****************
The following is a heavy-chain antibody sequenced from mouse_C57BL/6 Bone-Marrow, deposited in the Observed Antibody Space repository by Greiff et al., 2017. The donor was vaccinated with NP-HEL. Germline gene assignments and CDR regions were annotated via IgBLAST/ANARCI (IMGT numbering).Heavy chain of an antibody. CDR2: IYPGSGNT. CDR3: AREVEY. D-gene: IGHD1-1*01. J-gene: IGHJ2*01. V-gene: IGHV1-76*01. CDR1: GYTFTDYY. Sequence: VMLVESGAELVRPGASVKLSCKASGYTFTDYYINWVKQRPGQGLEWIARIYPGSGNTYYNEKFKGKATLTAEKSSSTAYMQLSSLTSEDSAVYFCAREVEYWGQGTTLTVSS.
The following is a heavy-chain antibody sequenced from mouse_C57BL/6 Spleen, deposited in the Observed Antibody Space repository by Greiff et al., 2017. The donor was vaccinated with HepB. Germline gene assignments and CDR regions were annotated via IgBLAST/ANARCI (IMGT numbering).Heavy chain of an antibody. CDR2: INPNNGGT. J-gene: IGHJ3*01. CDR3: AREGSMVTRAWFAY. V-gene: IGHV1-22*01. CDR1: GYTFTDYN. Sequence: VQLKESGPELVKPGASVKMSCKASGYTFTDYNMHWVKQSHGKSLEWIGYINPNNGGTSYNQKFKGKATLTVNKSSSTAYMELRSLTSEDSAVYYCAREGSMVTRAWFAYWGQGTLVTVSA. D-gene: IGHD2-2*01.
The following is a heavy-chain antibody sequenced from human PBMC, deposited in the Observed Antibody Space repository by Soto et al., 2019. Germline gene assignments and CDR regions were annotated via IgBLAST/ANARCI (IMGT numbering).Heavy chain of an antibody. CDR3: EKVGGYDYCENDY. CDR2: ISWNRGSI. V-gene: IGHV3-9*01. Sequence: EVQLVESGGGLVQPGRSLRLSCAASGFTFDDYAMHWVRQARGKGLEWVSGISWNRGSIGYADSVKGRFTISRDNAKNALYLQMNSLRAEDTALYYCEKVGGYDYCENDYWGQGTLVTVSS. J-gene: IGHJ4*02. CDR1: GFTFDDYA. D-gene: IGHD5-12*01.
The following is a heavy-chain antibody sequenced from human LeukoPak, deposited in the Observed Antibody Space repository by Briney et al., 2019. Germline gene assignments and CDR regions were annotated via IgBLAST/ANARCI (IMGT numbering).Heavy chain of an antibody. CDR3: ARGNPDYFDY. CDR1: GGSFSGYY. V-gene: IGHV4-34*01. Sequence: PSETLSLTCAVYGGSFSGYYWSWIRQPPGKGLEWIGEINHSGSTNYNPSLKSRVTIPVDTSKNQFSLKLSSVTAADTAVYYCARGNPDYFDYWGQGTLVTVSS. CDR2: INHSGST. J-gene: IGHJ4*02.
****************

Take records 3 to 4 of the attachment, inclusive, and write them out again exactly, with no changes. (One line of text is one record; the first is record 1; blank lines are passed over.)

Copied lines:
The following is a heavy-chain antibody sequenced from human PBMC, deposited in the Observed Antibody Space repository by Soto et al., 2019. Germline gene assignments and CDR regions were annotated via IgBLAST/ANARCI (IMGT numbering).Heavy chain of an antibody. CDR3: EKVGGYDYCENDY. CDR2: ISWNRGSI. V-gene: IGHV3-9*01. Sequence: EVQLVESGGGLVQPGRSLRLSCAASGFTFDDYAMHWVRQARGKGLEWVSGISWNRGSIGYADSVKGRFTISRDNAKNALYLQMNSLRAEDTALYYCEKVGGYDYCENDYWGQGTLVTVSS. J-gene: IGHJ4*02. CDR1: GFTFDDYA. D-gene: IGHD5-12*01.
The following is a heavy-chain antibody sequenced from human LeukoPak, deposited in the Observed Antibody Space repository by Briney et al., 2019. Germline gene assignments and CDR regions were annotated via IgBLAST/ANARCI (IMGT numbering).Heavy chain of an antibody. CDR3: ARGNPDYFDY. CDR1: GGSFSGYY. V-gene: IGHV4-34*01. Sequence: PSETLSLTCAVYGGSFSGYYWSWIRQPPGKGLEWIGEINHSGSTNYNPSLKSRVTIPVDTSKNQFSLKLSSVTAADTAVYYCARGNPDYFDYWGQGTLVTVSS. CDR2: INHSGST. J-gene: IGHJ4*02.